Environmental groups have been waiting for weeks to see if Maryland Governor, Larry Hogan, would sign the Clean Energy Jobs Act that would increase the state’s renewable electricity standard by 50 percent.  On Wednesday, Hogan said he would allow it to take effect without his signature.

Advocates are feeling relieved after Gov. Hogan did not veto the Clean Energy Jobs Act, a historic win for the state.

Maryland really stands out in the East Coast region as a leader in clean renewable energy,” said Mike Tidwell, executive director of the Chesapeake Climate Action Network.

The law is expected to bring thousands of jobs and will increase the state’s renewable electricity standard by 2030 with the goal of reaching 100 percent clean power by 2040.

It reduces greenhouse gas pollution linked to climate change equivalent to taking 1.7 million cars off the road every year, year after year, said Tidwell.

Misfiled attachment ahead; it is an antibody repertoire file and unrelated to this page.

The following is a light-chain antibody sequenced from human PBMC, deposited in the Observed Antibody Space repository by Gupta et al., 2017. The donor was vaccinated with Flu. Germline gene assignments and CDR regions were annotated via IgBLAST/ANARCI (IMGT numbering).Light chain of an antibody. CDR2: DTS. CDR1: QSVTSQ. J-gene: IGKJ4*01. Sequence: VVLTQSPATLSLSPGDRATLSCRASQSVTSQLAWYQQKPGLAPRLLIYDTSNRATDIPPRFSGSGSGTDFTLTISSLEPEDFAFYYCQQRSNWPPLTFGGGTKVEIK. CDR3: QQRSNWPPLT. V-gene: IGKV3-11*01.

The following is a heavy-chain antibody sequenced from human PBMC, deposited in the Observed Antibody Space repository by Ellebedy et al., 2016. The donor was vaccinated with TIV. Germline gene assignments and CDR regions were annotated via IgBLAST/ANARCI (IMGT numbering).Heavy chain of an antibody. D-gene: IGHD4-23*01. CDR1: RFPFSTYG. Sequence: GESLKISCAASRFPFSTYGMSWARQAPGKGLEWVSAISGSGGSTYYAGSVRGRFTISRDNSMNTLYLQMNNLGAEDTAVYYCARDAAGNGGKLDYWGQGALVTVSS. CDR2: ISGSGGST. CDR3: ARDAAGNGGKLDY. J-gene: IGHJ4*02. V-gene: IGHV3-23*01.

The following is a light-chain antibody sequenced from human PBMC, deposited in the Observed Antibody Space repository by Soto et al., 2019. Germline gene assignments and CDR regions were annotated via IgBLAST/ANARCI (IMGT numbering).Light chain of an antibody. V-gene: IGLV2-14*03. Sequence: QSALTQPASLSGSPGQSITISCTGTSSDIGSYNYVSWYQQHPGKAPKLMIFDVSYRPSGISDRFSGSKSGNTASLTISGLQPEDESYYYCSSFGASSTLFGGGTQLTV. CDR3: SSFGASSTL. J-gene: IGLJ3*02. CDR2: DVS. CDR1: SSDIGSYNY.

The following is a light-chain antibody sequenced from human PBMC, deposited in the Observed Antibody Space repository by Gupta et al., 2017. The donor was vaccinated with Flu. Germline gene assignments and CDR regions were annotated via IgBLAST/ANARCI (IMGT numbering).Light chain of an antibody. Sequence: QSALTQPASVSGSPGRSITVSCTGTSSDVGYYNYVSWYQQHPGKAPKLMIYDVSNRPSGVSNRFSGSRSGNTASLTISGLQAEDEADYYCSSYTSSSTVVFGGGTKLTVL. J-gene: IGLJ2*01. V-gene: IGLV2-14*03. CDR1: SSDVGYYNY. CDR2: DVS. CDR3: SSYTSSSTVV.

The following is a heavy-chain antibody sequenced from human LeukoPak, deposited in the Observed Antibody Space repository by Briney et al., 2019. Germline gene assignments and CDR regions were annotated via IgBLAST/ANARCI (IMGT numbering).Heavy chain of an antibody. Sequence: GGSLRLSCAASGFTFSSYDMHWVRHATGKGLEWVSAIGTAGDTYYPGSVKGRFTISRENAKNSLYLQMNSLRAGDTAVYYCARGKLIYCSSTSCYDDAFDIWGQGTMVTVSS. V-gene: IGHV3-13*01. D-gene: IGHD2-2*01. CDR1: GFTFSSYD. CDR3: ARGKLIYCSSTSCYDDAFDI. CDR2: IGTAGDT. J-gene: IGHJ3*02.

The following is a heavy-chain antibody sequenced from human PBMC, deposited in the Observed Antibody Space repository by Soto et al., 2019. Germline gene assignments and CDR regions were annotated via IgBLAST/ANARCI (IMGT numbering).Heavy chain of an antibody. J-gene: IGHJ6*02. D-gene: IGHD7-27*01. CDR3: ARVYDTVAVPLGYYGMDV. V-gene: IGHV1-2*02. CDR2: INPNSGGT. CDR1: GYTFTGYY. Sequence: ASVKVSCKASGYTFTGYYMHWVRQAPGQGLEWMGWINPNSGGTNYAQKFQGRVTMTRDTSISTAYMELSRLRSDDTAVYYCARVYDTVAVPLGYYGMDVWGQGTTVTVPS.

Gov. Hogan allows the law to go into effect without his signature saying he has “serious concerns.”

In a letter addressed to Senate President, Thomas V. “Mike” Miller, he said, Despite its name, the bill is not clean enough, nor smart enough, nor does it create the intended jobs within Maryland.

Instead, Hogan outlines a bold energy strategy the bill called Clean and Renewable Energy Standard, also known as CARES, would set the goal of 100 percent clean electricity by 2040 and would increase the use of zero- and low-carbon clean and renewable energy sources.

Tidwell said Hogan’s proposed bill has already brought skepticism and concern.

From an environmental perspective and a consumer perspective, incentivizing new nuclear power really does not make much sense, said Tidwell.

Hogan said he will introduce his legislation at the beginning of the 2020 legislative session.